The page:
Ludwig Mies van der Rohe is renowned as one of the most influential architects of the Modernist movement in America during the post-World War II period, and one of his most famous and loved projects is the Farnsworth House in Plano, Ill. Designed in 1945 for Dr. Edith Farnsworth and completed in 1951, the house is regarded as an icon of mid-century modern design and a monument to Mies’ genius.

As fascinating as the house itself is the relationship that developed between Mies and Farnsworth. So fascinating, in fact, that a play about their relationship will debut on New York's Theater Row on May 9.

The Glass House, written by architecture filmmaker and playwright June Finfer, offers a glimpse inside the relationships among Mies, his longtime companion Lora Marx, Farnsworth, and the architect's student and colleague Philip Johnson. 

While conducting research about the Farnsworth House for a documentary, Finfer became fascinated by the dynamics among the Mies, Farnsworth, and Johnson. In the five years between the house's design and its completion, the architect and client became close, but eventually were driven apart. In particular, Finfer wondered why two people who had become so close, and had so many goals in common for the project, would turn on each other.

"They finally built the house, and then they sued each other," Finfer says.

After reading Farnsworth's memoirs, interviewing her nephew, and talking with colleagues of Mies’, Finfer pieced together her story. At its core, The Glass House is about how people with great ambitions and strong personalities pursue their goals and bend others to their wills to get what they want.

In Finfer's play, which is largely based on documented events but does take some creative license, Mies, Farnsworth, and Johnson each needed the others to get what they wanted out of the Farnsworth House project, and their relationships were at times fraught as a result of clashing egos, persuasion and manipulation, intimidation, and codependency. She posits that Farnsworth and Miesdeveloped a romantic relationship during a yearlong break in Mies’srelationship with Marx. Johnson is depicted as a puppet master and mischief-maker. Describing his character as a kind of Iago to Mies’Othello, Finfer says she uses Johnson to shake things up.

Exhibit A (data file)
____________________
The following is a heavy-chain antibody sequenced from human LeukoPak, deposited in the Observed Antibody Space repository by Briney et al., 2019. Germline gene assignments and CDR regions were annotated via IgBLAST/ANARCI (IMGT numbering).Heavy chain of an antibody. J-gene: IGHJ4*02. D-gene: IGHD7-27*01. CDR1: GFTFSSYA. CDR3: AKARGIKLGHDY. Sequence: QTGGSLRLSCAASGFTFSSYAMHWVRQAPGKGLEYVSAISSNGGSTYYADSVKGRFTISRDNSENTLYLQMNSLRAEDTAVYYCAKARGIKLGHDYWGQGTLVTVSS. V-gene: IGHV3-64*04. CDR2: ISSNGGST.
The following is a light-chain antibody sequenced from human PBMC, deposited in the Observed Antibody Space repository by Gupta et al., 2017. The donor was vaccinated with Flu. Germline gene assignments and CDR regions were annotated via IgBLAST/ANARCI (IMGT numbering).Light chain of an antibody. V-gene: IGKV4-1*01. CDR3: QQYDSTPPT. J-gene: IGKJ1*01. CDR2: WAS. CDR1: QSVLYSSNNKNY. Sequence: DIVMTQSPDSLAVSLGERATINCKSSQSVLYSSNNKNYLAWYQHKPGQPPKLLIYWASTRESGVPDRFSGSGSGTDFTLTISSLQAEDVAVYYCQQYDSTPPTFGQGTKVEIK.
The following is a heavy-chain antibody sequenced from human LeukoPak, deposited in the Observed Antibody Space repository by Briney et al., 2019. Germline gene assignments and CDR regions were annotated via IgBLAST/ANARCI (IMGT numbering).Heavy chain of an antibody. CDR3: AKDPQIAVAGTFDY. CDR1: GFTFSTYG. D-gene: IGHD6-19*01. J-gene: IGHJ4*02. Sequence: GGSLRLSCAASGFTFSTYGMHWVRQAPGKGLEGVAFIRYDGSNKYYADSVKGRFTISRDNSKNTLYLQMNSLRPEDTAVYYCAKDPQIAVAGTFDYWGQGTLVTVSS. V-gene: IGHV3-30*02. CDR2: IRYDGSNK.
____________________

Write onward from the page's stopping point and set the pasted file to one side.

"It's a fascinating chapter in American architectural history," Finfer says. "We look back now and recognize [the house] as a work of art, and many people wonder how it was created. ... It's ethereal. It's pure.” But its existence was endangered by the souring personal relationships and ambitions of the people responsible for its creation.

Extraordinary architecture doesn't usually happen where bad architect-client relationships exist, and the Farnsworth House was frequently at risk of never being built. "The product in this case turned out well—eventually," Finfer says. "But it did affect it. This is a morality tale for architects and their clients."

A production of the Resonance Ensemble, The Glass House premiers at the Clurman Theatre in New York alongside a production of Henrik Ibsen's The Master Builder. Each season, the theater company pairs a classic play and a contemporary play with similar themes to demonstrate their ongoing relevance to contemporary culture.

Both plays center on an egotistical architect protagonist who must learn to change or suffer, notes Resonance Ensemble's artistic director Eric Parness. "There are certain constants within the human experience that shine in these plays," he says.